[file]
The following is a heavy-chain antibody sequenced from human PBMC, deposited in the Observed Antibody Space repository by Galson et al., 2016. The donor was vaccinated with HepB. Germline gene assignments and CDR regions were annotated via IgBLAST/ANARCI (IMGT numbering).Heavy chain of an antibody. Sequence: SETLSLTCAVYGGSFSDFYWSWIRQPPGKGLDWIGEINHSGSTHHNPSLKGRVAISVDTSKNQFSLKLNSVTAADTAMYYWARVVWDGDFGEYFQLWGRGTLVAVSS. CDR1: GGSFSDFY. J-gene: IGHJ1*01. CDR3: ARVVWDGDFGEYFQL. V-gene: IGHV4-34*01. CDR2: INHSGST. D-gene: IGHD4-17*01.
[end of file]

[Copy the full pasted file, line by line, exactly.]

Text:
The following is a heavy-chain antibody sequenced from human PBMC, deposited in the Observed Antibody Space repository by Galson et al., 2016. The donor was vaccinated with HepB. Germline gene assignments and CDR regions were annotated via IgBLAST/ANARCI (IMGT numbering).Heavy chain of an antibody. Sequence: SETLSLTCAVYGGSFSDFYWSWIRQPPGKGLDWIGEINHSGSTHHNPSLKGRVAISVDTSKNQFSLKLNSVTAADTAMYYWARVVWDGDFGEYFQLWGRGTLVAVSS. CDR1: GGSFSDFY. J-gene: IGHJ1*01. CDR3: ARVVWDGDFGEYFQL. V-gene: IGHV4-34*01. CDR2: INHSGST. D-gene: IGHD4-17*01.